Findings were documented in a report published in the latest edition of the journal Nature.

Antactic ice sheet retreat

Antarctic rift the size of the Grand Canyon speeds ice sheet melting

Antactic ice sheet retreat

Scientists from Britain have found a remote ice rift valley, up to one mile deep, under the ice in Antarctica. The rift is similar in size and depth to the Grand Canyon and because it is direct contact with the warming ocean, it’s been found that it has a significant contribution to the unusual ice sheet melting of West Antarctica.

The rift lies beneath the Ferrigno Ice Stream on a stretch of coast so remote that it has only been visited once previously in 1961.

“Over the last 20 years we have used satellites to monitor ice losses from Antarctica, and we have witnessed consistent and substantial ice losses from around much of its coastline.”

For some of the glaciers, including Ferrigno Ice Stream, the losses are especially pronounced, and, to understand why, we needed to acquire data about conditions beneath the ice surface,” said Glaciologist and lead author, Dr Robert Bingham.

The ice sheet in West Antarctic is losing ice at a faster rate than any other part of the continent and some glaciers are receding annually by over one metre. Actually, it’s been found that West Antarctica’s thinning ice adds almost 10% to global rises in sea levels. You can imagine this didn’t went unnoticed, so scientists decided to closely investigate the area.

Using a special tower radar mounted on-top of a snowmobile, researchers were able to survey the area through which they traversed, roughly 1,500 miles.

“What we found is that lying beneath the ice there is a large valley, parts of which are approximately a mile deeper than the surrounding landscape,” said Dr Bingham.

“If you stripped away all of the ice here today, you’d see a feature every bit as dramatic as the huge rift valleys you see in Africa and in size as significant as the [US] Grand Canyon.

“This is at odds with the flat ice surface that we were driving across – without these measurements we would never have known it was there.”

After analyzing the valley geometry and correlating the warm ocean with which it is linked, the scientists found that it matches satellite ice thinning data. In the paper, the scientists claim that the Ferrigno Rift is part of a massive rift system that is little understood.

The study is part of the British Antarctic Survey’s Icesheets Programme that investigates how ice sheets change and what effect they have on the rest of the earth, including rises in sea levels. It’s thought that were the entire ice sheets of Antarctica and Greenland to melt, which are 4km thick, sea levels globally would rise by several metres.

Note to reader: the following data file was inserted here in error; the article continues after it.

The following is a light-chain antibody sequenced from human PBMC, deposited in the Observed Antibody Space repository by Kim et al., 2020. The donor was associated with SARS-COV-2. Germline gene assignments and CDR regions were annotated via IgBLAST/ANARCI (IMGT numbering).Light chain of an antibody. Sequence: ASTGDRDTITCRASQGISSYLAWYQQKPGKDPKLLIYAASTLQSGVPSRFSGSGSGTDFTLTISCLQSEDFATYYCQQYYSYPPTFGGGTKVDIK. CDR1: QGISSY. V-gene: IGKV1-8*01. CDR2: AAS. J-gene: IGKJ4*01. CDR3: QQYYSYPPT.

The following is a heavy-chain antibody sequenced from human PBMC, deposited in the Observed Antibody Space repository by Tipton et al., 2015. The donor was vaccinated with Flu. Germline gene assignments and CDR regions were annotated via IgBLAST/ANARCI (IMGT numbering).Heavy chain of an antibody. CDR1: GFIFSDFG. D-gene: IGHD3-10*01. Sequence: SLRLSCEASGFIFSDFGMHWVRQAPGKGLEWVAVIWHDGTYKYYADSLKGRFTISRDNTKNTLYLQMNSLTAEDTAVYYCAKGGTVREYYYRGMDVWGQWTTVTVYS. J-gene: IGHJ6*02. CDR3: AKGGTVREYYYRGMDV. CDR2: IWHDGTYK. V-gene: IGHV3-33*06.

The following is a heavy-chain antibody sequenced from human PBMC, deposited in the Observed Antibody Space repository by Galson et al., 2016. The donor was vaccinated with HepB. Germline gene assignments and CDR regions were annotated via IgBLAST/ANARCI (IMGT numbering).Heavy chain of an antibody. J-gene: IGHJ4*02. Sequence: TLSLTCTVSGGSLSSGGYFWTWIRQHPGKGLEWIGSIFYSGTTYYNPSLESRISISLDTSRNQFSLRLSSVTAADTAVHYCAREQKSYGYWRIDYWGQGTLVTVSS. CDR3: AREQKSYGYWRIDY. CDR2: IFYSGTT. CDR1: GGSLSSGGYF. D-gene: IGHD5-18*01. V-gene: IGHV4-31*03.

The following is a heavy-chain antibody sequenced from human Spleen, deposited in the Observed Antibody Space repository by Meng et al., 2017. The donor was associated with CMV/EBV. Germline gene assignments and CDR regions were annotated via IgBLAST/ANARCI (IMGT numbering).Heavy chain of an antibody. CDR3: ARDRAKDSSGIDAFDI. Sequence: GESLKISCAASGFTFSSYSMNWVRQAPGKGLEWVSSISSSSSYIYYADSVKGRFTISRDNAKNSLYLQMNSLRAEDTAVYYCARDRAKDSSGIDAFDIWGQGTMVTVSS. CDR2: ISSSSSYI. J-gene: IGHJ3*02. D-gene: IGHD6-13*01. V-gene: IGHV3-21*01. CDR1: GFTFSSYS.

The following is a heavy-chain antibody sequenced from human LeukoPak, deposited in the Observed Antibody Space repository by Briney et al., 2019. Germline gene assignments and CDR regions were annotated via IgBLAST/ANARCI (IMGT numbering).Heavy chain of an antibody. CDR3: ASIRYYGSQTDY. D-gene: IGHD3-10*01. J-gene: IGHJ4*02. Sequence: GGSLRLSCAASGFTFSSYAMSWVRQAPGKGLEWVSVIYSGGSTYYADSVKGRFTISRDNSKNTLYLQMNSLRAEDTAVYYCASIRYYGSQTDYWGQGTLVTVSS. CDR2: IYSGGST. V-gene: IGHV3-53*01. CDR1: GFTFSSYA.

The findings were reported in the journal Nature.

NASA satellite images showed the extent of surface melt on Greenland's ice sheet on July 8, on the left, and July 12, on the right. (c) NASA

Greenland’s entire ice sheet experiencing melting – unprecedented event in 30 years

NASA satellite images showed the extent of surface melt on Greenland's ice sheet on July 8, on the left, and July 12, on the right. (c) NASA

NASA satellite images showed the extent of surface melt on Greenland’s ice sheet on July 8, on the left, and July 12, on the right. (c) NASA

During just four days, from July 8 to July 12, Greenland‘s total ice sheet surface subjected to melting rose from 40% to a whooping 97%. Basically the whole Greenland ice sheet was melting during this time frame. According to NASA, a situation similar to this mid-July phenomenon hasn’t been ever recorded in the three decades of satellite observations.

Now, melting of the ice sheet is always common during the summer, before refreezing during winter or running off into the ocean. However, this most recent phenomenon which virtually had Greenland’s entire surface subjected to melting is so peculiar, that not even scientists aren’t yet sure what to make of it. “[It] makes you sit up and ask what’s happening,” said NASA’s chief scientist Waleed Abdalati for TIME. Even Greenland’s coldest and highest place, Summit station, showed melting.

“You literally had this wave of warm air wash over the Greenland ice sheet and melt it,” NASA ice scientist Tom Wagner said Tuesday.

So far NASA scientists aren’t sure if this is a natural anomaly or somehow triggered by human-induced global warming. What they do do know for certain is that the edges of Greenland’s ice sheets have already been constantly thinning during the past decade due to climate change. Most likely, an unusually strong warm air, or heat dome, which had engulfed Greenland since May before dissipating on July 16, caused the event.

Just recently, we reported that an iceberg two times the size of Manhattan broke off from Greenland’s Petermann Glacier. In 2010 Greenland lifted by as much as three quarters of an inch after glaciers and ice sheets above its surface melted, amounting to a total of 100bn tones of melted ice.

Satellite photo of the Petermann glacier before the giant iceberg broke off the ice sheet. Notice a significant crack shaped like a circle arc. (c) NASA

Iceberg twice the size of Manhattan breaks off Greenland glacier

Researchers at the University of Delaware and the Canadian Ice Service recently reported that an ice island, whose surface is twice that of Manhattan, broke off from Greenland’s Petermann Glacier, one of the two largest glaciers left in Greenland connecting the great Greenland ice sheet with the ocean via a floating ice shelf.